New bell schedule prompts negative student reaction

Teachers approved major changes to the bell schedule by a margin of more than two to one, angering many students.

In a vote that took place a week after the Green & Gold published the proposed bell schedule, 23 of 34 teachers, or 68 percent of the staff, voted that the bell schedule design would at least adequately meet student needs.

But Media Academy Physiology and Biology teacher Paul Strain, who was on the original bell schedule committee but who did not participate in the most recent meetings, voted against the plan.

“A lot of students don’t feel that it’s a student-friendly schedule that meets their needs,” said Strain.

One difference between the bell schedule that the newspaper published on May 11 and the one that teachers approved that next week is that Tuesdays will start with first period instead of fourth period. The bell schedule committee had originally hoped to alternate the times that classes meet because teenagers tend to perform differently depending on the time of day.

“They changed it because people were complaining,” said bell schedule committee member Michelle Gonzalez.

Big changes to the bell schedule remain. There will be three days of block periods, although the blocks periods are 79 minutes instead of 115 minutes. There will be lunch during the school day on Wednesdays instead of after it, which will lengthen the day until 2:25 p.m., and there will be six periods on Fridays.

It remains unclear if the school actually will be able to have a “second chance” breakfast during the first period of every day, lengthening the school day by five minutes each day.

In a second vote, teachers decided to have the new 50-minute advisory sessions as the very last period of the day on Tuesdays and Thursdays.

Teachers were given a second chance to vote on the length of lunch and possibly extend it by 10 minutes. However, teachers voted to keep lunch at 30 minutes, plus a 10-minute passing period, which was the original proposal.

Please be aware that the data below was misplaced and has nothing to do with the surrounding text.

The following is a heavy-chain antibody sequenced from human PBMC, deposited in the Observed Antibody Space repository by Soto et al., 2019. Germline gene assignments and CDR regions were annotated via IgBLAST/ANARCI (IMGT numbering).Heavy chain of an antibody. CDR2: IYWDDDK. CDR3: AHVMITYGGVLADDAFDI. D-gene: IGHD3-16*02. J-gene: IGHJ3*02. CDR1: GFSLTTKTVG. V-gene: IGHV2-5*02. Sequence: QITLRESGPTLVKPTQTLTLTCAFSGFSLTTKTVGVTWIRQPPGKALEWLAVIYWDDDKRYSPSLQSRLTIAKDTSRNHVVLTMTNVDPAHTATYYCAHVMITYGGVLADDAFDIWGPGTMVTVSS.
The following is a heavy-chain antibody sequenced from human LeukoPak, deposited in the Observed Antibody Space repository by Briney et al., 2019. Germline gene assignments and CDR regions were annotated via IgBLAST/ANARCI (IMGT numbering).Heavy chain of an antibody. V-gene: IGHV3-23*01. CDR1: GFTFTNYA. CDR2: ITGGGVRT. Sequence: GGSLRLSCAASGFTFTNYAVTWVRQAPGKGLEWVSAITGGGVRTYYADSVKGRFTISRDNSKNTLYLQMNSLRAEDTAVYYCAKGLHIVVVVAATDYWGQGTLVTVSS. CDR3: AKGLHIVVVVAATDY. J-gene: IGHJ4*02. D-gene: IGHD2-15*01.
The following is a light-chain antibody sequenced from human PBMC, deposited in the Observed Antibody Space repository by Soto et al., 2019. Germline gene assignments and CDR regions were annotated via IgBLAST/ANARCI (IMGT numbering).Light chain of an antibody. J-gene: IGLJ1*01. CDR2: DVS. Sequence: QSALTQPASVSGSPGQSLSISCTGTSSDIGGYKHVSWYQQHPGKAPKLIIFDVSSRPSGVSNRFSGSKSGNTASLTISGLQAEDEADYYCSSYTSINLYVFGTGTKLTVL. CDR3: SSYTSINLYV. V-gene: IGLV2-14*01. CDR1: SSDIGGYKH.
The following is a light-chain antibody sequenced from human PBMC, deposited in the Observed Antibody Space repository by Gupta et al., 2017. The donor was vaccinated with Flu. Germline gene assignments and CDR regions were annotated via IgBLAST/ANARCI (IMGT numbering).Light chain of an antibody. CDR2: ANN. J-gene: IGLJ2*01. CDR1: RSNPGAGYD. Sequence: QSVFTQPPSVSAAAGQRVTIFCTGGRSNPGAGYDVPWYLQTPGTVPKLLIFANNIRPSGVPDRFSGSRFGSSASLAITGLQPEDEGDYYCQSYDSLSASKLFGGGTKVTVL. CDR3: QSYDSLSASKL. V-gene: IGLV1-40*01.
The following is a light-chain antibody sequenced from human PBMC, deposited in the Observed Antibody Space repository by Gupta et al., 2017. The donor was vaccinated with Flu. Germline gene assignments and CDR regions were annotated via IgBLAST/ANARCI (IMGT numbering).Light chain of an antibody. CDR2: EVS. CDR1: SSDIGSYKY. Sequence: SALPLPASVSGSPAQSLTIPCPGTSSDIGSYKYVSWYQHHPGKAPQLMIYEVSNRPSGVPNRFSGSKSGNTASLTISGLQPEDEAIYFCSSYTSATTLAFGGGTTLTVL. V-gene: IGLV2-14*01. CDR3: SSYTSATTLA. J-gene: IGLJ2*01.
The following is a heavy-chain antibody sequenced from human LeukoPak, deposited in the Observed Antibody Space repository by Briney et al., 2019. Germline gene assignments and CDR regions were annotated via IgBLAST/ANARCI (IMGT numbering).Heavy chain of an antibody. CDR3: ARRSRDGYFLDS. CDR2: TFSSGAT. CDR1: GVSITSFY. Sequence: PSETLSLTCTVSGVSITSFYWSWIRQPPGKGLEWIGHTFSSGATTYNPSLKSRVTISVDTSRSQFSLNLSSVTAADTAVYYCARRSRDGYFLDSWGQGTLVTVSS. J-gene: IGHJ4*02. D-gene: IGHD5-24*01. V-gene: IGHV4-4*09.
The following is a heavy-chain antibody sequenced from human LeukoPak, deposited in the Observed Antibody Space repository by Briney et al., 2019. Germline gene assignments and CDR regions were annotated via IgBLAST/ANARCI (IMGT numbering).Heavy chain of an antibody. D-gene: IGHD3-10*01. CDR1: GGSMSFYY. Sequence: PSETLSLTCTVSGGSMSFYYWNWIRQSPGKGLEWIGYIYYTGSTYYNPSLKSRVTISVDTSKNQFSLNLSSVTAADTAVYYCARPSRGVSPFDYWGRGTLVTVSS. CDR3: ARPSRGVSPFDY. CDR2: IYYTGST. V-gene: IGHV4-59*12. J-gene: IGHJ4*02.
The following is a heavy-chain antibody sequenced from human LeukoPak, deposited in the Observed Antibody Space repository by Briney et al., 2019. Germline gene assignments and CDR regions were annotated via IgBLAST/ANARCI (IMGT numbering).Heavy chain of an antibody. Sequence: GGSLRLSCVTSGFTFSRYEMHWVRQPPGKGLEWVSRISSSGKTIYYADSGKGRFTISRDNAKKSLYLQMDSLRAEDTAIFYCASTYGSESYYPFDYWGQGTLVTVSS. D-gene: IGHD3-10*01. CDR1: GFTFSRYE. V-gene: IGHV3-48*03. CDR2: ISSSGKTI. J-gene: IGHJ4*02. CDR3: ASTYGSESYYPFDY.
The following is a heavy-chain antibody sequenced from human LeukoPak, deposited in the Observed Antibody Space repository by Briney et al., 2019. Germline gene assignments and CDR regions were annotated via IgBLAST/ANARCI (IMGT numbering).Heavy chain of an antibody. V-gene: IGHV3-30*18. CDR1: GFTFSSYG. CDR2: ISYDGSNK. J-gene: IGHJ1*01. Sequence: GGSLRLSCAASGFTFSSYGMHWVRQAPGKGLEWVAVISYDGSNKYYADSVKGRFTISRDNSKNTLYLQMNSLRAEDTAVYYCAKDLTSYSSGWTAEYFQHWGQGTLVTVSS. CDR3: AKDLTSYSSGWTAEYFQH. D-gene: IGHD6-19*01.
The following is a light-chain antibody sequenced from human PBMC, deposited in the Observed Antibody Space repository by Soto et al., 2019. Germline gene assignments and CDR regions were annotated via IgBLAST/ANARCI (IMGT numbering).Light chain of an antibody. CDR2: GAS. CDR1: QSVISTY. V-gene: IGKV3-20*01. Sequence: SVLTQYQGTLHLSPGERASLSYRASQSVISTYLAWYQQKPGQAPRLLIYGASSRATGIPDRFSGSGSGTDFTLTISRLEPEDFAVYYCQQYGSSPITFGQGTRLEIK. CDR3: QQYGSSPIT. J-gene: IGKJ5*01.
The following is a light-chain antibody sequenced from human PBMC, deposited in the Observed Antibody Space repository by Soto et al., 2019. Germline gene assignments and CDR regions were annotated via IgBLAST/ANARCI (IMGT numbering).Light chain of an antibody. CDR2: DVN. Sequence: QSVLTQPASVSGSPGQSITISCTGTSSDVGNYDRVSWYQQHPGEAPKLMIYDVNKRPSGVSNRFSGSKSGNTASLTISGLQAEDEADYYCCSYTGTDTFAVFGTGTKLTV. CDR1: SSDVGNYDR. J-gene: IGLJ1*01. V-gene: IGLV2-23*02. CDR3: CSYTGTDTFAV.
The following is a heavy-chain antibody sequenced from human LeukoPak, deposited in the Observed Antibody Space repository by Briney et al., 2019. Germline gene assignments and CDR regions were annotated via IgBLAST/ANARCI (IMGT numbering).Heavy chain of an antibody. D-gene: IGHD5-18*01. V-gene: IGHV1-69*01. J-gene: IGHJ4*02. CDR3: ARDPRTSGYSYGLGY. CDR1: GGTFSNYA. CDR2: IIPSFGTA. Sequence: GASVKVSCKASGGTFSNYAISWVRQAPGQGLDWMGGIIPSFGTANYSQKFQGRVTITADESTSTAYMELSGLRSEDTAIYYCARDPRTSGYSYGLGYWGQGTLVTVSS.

Overall, students are unhappy.

“I feel that the new schedule is confusing and idiotic, just because we are combining the schools, we shouldn’t have to made dramatic changes to everything else,” said Mandela Academy junior Nick Ross.

However, Principal Daniel Hurst said he believes students and staff will adjust to the new schedule quickly.
“[Everyone] will get used to the schedule really, really fast,” Hurst said in a press conference with the Green & Gold on May 24.

With all the changes students will undergo, Hurst said that he now has a special obligation.

“I have a responsibility to get really, really good teachers,” said Hurst.

He said the pressure of finding excellent teachers is what keeps him up at night.

Meanwhile, some students said they now want to transfer schools due to the drastic changes next year.

“There are too many changes, and I don’t want to go somewhere where [student] opinion is not taken into consideration,” said Media junior Katelyn Bauzon.

Addressing Bauzon’s concerns, Hurst stood firm with the plans for the new school.

“Everyone needs to make decisions that are best for them,” said Hurst “I respect anyone’s decision to not choose this school and its design.”